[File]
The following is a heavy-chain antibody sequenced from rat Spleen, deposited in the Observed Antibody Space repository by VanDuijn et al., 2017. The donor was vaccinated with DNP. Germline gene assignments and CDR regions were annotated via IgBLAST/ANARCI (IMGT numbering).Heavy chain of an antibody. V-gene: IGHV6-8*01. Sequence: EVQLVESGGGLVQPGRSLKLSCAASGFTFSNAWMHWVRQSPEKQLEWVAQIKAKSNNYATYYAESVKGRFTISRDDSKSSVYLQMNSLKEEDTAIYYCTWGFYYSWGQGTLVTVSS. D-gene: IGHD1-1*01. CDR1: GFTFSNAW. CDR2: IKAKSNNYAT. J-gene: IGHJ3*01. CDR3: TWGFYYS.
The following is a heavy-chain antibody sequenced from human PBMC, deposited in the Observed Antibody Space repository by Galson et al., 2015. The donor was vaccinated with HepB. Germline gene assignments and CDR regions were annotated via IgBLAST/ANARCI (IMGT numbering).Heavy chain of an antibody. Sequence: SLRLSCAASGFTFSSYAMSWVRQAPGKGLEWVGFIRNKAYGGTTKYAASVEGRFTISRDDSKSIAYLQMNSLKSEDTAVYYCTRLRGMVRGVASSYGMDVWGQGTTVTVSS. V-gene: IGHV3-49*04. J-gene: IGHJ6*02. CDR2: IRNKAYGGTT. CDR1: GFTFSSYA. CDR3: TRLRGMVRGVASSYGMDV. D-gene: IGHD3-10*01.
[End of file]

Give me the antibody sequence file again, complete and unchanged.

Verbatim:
The following is a heavy-chain antibody sequenced from rat Spleen, deposited in the Observed Antibody Space repository by VanDuijn et al., 2017. The donor was vaccinated with DNP. Germline gene assignments and CDR regions were annotated via IgBLAST/ANARCI (IMGT numbering).Heavy chain of an antibody. V-gene: IGHV6-8*01. Sequence: EVQLVESGGGLVQPGRSLKLSCAASGFTFSNAWMHWVRQSPEKQLEWVAQIKAKSNNYATYYAESVKGRFTISRDDSKSSVYLQMNSLKEEDTAIYYCTWGFYYSWGQGTLVTVSS. D-gene: IGHD1-1*01. CDR1: GFTFSNAW. CDR2: IKAKSNNYAT. J-gene: IGHJ3*01. CDR3: TWGFYYS.
The following is a heavy-chain antibody sequenced from human PBMC, deposited in the Observed Antibody Space repository by Galson et al., 2015. The donor was vaccinated with HepB. Germline gene assignments and CDR regions were annotated via IgBLAST/ANARCI (IMGT numbering).Heavy chain of an antibody. Sequence: SLRLSCAASGFTFSSYAMSWVRQAPGKGLEWVGFIRNKAYGGTTKYAASVEGRFTISRDDSKSIAYLQMNSLKSEDTAVYYCTRLRGMVRGVASSYGMDVWGQGTTVTVSS. V-gene: IGHV3-49*04. J-gene: IGHJ6*02. CDR2: IRNKAYGGTT. CDR1: GFTFSSYA. CDR3: TRLRGMVRGVASSYGMDV. D-gene: IGHD3-10*01.